CAAF decided the certified case of LRM v. Kastenberg, No. 13-5006/AF, 72 M.J. 364 (opinion) (CAAFlog case page) on July 18, 2013, finding that it has jurisdiction to decide a challenge by the alleged victim in an Air Force sexual assault general court-martial (who is identified only by the initials LRM) to the trial judge’s ruling limiting the ability of the LRM’s counsel (who was assigned to her by the Air Force) to participate in the proceedings. CAAF reverses the Air Force CCA, which found that it lacked jurisdiction to decide LRM’s challenge to the judge’s ruling. CAAF also reverses the ruling, which had limited the ability of LRM’s assigned counsel to participate in the court-martial, finding that LRM has a limited right to be heard through counsel, including a limited right to have her counsel present legal arguments. CAAF remands the case for further action not inconsistent with its ruling.
Chief Judge Baker writes for the court, joined by Judge Erdmann and Senior Judge Effron. Judge Stucky concurs in part and agrees with the majority that the court has jurisdiction, but dissents in part and agrees with Judge Ryan that LRM lacks standing. Judge Ryan dissents, and writes a lengthy separate opinion.
LRM’s brief to CAAF provided the best glimpse into the otherwise well-hidden facts of this case:
Airman LRM, 627 LRS, McChord AFB, Washington, reported to authorities that on 13 August 2012, [the Accused], 49 CES, Holloman AFB, New Mexico, penetrated her vagina and anus with his finger and penis despite her repeated statements to him to stop, that he was hurting her, and that she was done having sex. This allegation led to two specifications of a violation of UCMJ Article 120 being preferred against him on 16 October 2012 and then being referred to trial by General Court-Martial on 28 November 2012.
LRM was assigned counsel through the Air Force Special Victims’ Counsel (SVC) program. That attorney filed a notice of appearance in the general court-martial, asserting that “LRM had ‘standing involving any issues arising under [M.R.E.] 412, 513, and 514 in which she is the patient or witness as the subject of the motion.’” Slip op. at 3-4. M.R.E. 412 is the “rape shield” rule; 513 is the psychotherapist-patient privilege rule, and 514 is the victim advocate-victim privilege rule.
During a pretrial hearing, LRM’s SVC “indicated that he did not intend to argue at any future M.R.E. 412 or 513 motions hearings.” Slip op. at 4. But he then shifted this position, noting that “there may be instances where LRM’s interests . . . were not aligned with the Government, in which case [he] asked the court to reserve LRM’s right to present an argument.” Slip op. at 4. The military judge denied the SVC’s request to reserve a right to present argument, and “limited LRM’s right to be heard to factual matters.” The judge differentiated between standing of a party as “the right to present an argument of law before a court,” and the mere “opportunity to be heard” that is afforded to LRM as an alleged victim or a patient under M.R.E. 412, 513, and 514. Slip op. at 4. The judge also found that LRM lacked standing to litigate the production of documents, and that her SVC could not argue evidentiary matters on her behalf. Slip op. at 5.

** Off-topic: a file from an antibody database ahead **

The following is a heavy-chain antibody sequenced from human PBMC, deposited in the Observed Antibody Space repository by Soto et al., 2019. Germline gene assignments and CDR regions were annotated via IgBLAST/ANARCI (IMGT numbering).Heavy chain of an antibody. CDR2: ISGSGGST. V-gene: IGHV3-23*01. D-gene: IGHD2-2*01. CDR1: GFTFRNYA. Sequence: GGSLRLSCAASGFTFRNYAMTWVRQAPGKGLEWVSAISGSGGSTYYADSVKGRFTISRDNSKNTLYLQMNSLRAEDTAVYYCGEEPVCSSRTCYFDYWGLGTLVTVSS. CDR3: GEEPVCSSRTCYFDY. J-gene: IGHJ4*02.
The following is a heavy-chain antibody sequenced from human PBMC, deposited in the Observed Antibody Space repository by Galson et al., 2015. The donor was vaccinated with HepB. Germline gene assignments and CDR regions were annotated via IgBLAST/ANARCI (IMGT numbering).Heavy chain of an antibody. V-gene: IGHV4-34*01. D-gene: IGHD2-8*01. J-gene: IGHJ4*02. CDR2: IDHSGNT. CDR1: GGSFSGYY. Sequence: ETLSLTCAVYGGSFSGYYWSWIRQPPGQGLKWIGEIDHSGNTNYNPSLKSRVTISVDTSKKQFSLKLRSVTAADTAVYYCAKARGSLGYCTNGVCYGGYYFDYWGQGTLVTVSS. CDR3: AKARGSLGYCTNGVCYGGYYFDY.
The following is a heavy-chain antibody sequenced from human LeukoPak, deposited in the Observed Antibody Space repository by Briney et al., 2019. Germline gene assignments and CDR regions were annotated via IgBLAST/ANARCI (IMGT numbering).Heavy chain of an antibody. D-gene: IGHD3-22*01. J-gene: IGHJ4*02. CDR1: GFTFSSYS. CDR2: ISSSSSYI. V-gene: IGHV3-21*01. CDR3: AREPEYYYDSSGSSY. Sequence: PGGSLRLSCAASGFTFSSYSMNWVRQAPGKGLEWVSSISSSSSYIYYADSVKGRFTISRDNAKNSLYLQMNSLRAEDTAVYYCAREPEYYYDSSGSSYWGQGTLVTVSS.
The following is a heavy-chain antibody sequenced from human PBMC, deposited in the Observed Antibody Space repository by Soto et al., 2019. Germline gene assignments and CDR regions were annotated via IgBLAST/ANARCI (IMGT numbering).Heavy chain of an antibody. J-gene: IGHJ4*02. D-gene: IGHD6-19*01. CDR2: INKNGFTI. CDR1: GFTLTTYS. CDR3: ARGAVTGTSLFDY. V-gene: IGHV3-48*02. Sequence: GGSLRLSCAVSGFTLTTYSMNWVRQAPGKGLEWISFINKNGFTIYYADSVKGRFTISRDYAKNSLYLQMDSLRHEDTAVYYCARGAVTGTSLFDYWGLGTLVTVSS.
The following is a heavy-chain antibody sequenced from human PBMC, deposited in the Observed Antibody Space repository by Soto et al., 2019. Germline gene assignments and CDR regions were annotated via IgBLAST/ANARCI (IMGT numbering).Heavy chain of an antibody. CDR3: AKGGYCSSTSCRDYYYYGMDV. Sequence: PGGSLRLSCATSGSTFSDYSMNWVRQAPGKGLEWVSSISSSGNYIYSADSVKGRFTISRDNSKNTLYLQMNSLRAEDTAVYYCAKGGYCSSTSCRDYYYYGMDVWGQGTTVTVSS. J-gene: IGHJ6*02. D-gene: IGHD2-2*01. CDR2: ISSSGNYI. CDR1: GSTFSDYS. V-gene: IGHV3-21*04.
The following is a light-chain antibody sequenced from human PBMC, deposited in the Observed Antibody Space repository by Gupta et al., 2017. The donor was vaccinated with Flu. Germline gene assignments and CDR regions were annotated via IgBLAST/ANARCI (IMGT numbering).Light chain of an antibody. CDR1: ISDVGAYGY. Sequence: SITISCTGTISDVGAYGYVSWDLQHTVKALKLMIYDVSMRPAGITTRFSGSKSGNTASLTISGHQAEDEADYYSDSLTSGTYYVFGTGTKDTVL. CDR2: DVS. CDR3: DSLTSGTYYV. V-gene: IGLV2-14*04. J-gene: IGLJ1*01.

LRM sought relief from the Air Force CCA, but that court concluded that “the All Writs Act does not give us the authority to issue a writ of mandamus regarding this particular, collateral, civil/administrative issue involving a non-party to the court-martial.” LRM v. Kastenberg, Misc. Dkt. No. 2013-05, slip op. at 7 (A.F.Ct.Crim.App. Apr 2, 2013). The Judge Advocate General of the Air Force then certified the case to CAAF, with three issues:
I. Whether the Air Force Court of Criminal Appeals erred by holding that it lacked jurisdiction to hear A1C LRM’s petitino for a writ of mandamus.
II. Whether the military judge erred by denying A1C LRM the opportunity to be heard through counsel thereby denying her due process under the Military Rules of Evidence, the Crime Victims’ Rights Act and the United States Constitution.
III. Whether this Honorable Court should issue a writ of mandamus.
The majority answers issues I and II in the affirmative, but finds that a writ of mandamus is not the appropriate remedy, instead returning the case to the JAG for remand to the trial judge for further action.